Not for this reason, but because he discovered his passion for architecture, Gerhard Schmitt soon moved on to the Technical University of Munich. The architecture curriculum in Europe at the time did not pay much attention to earthquake research, energy efficiency or computer modelling methods. However, these were the areas that Schmitt most wanted to explore, inspired in part by the devastating earthquake that hit the Friuli region of Italy in 1976. A merit scholarship sent him to UCLA in 1979 and one year later to Berkeley, where he worked on what would later become his Master’s thesis in 1981: a four-volume work on energy-conscious construction. Thanks to the supercomputer housed at Lawrence Berkeley Laboratory, Schmitt was able to more thoroughly explore the links between energy research, architecture and computer simulation for his doctoral thesis.

Early proponent of computer-aided architecture

In 1984, Schmitt became an assistant professor of architecture at Carnegie Mellon University in Pittsburgh. Three years later, he was promoted to associate professor. In 1988, he was called to ETH Zurich to work on Computer Aided Architectural Design (CAAD) and establish computer-aided teaching and research within the Department of Architecture. In his role as researcher, Schmitt launched Swiss National Science Foundation projects on topics such as artificial design intelligence for the development of completely new design aids. Within a decade, over 3,000 students and doctoral candidates studying in his department gained valuable CAAD skills.

Schmitt’s academic interests were always subordinate to the aim of trying to help people optimise their shared spaces. "When I started researching 40 years ago, the goal was modelling the best building shells," he explains. "But that wasn’t enough. The people who use the building impact up to 80 percent of the energy consumption. So models also need to take human behaviour into account." In earlier times, construction standards simply revolved around humans and their natural environment. "There was deep knowledge on the influence of materials, locations and weather, meaning we already had sustainable building construction and maintenance centuries ago," says Schmitt. "Monasteries like the one here in Einsiedeln are excellent case studies of ’responsive’ design - responsible, long-term construction methods that are consistently adapted to human needs and abilities." According to Schmitt, today’s architecture and urban planning research often focuses on generating the same kind of effects achieved by these older structures, but on a much larger scale.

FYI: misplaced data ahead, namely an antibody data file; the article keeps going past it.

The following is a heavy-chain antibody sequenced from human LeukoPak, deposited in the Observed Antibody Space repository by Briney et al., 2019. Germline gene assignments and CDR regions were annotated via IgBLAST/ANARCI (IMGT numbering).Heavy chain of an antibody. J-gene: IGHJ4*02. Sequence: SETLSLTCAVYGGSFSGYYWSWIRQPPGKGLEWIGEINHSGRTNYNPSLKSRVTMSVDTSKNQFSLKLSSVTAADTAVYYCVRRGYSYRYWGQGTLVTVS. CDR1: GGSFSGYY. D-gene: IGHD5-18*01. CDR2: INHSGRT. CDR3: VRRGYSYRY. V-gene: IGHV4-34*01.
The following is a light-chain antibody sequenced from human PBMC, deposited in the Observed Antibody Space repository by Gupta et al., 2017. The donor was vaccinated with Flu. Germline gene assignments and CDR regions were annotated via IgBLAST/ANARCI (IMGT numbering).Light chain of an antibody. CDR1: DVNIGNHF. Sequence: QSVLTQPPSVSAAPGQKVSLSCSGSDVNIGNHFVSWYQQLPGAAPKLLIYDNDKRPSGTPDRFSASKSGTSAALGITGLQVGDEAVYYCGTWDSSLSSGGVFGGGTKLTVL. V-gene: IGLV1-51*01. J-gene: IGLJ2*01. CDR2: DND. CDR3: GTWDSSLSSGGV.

Working on behalf of ETH

Schmitt worked on behalf of ETH as a whole from 1998 to 2008. During his time as Vice President for Planning and Logistics, he managed the autonomy process made possible by the revised ETH Act which substantially increased the institution’s creative freedom. He also paved the way for significant private and institutional co-funding for new buildings such as the Branco Weiss Information Science Laboratory and the Sport Centre. And not least, he shaped the character of the Hönggerberg campus, helping it develop into a living "science city" and also worked with the Planning Commission to prepare the massive expansion of the university.